Insomnia Disorder

Posted by Carla Rothaus • October 9th, 2015

Insomnia DisorderEvaluation of insomnia should include a complete medical and psychiatric history and assessment of sleep-related behaviors and symptoms. A new Clinical Practice article covers therapies for persistent insomnia, which include cognitive behavioral therapy (considered the first-line treatment) and hypnotic medications.

Insomnia is the most common sleep disorder, with a reported prevalence of 10 to 15%, depending on the diagnostic criteria used. Reductions in perceived health and quality of life, increases in workplace injuries and absenteeism, and even fatal injuries are all associated with chronic insomnia. Difficulty maintaining sleep is the most common symptom (affecting 61% of persons with insomnia), followed by early-morning awakening (52%) and difficulty falling asleep (38%); nearly half of those with insomnia have two or more of these symptoms.

Clinical Pearls

• What medical conditions have been associated with insomnia?

Roughly 50% of those with insomnia have a psychiatric disorder, most commonly a mood disorder (e.g., major depressive disorder) or an anxiety disorder (e.g., generalized anxiety disorder or post-traumatic stress disorder). Various medical illnesses are also associated with insomnia, particularly those that cause shortness of breath, pain, nocturia, gastrointestinal disturbance, or limitations in mobility. Although roughly 80% of those with major depressive disorder have insomnia, in nearly one half of those cases, the insomnia predated the onset of the mood disorder. A meta-analysis of more than 20 studies concluded that persistent insomnia is associated with a doubling of the risk of incident major depression. Associations have also been reported between insomnia and increased risks of acute myocardial infarction and coronary heart disease, heart failure, hypertension, diabetes, and death, particularly when insomnia is accompanied by short total sleep duration (<6 hours per night).

• Do the diagnostic criteria for insomnia distinguish between insomnia with and without coexisting psychiatric conditions?

Older diagnostic systems attempted to distinguish “primary” from “secondary” insomnia on the basis of the inferred original cause of the sleeplessness. However, because causal relationships between different medical and psychiatric disorders and insomnia are often bidirectional, such conclusions are unreliable. In addition, owing to the poor reliability of insomnia subtyping based on phenotype or pathophysiology, the fifth edition of the Diagnostic and Statistical Manual of Mental Disorders takes a purely descriptive approach that is based on the frequency and duration of symptoms, allowing a diagnosis of insomnia disorder independent of, and in addition to, any coexisting psychiatric or medical disorders. The clinician should monitor whether treatment of such coexisting disorders normalizes sleep, and if not, treat the insomnia disorder independently.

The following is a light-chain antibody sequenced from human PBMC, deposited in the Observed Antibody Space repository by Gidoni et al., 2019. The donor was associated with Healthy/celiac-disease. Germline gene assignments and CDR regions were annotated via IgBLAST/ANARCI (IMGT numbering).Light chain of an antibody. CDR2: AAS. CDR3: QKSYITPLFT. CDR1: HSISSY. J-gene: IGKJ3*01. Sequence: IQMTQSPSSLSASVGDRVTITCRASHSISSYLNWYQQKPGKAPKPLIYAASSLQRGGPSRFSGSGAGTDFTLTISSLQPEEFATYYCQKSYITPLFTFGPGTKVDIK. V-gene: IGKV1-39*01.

Table 1. Criteria for the Diagnosis of Insomnia Disorder.

Morning Report Questions

Q: How is insomnia evaluated?

A: The evaluation of insomnia requires assessment of nocturnal and daytime sleep-related symptoms, their duration, and their temporal association with psychological or physiological stressors. Because there are many pathways to insomnia, a full evaluation includes a complete medical and psychiatric history as well as assessment for the presence of specific sleep disorders (e.g., sleep apnea or the restless legs syndrome). Questioning the patient regarding thoughts and behaviors in the hours before bedtime, while in bed attempting to sleep, and at any nocturnal awakenings may provide insight into processes interfering with sleep. A daily sleep diary documenting bedtime, any awakenings during the night, and final wake time over a period of 2 to 4 weeks can identify excessive time in bed and irregular, phase-delayed, or phase-advanced sleep patterns. Polysomnography is not indicated in the evaluation of insomnia unless sleep apnea, periodic limb movement disorder, or an injurious parasomnia (e.g., rapid-eye-movement [REM] sleep behavior disorder) is suspected or unless usual treatment approaches fail.

Q: What are some treatment options for chronic insomnia?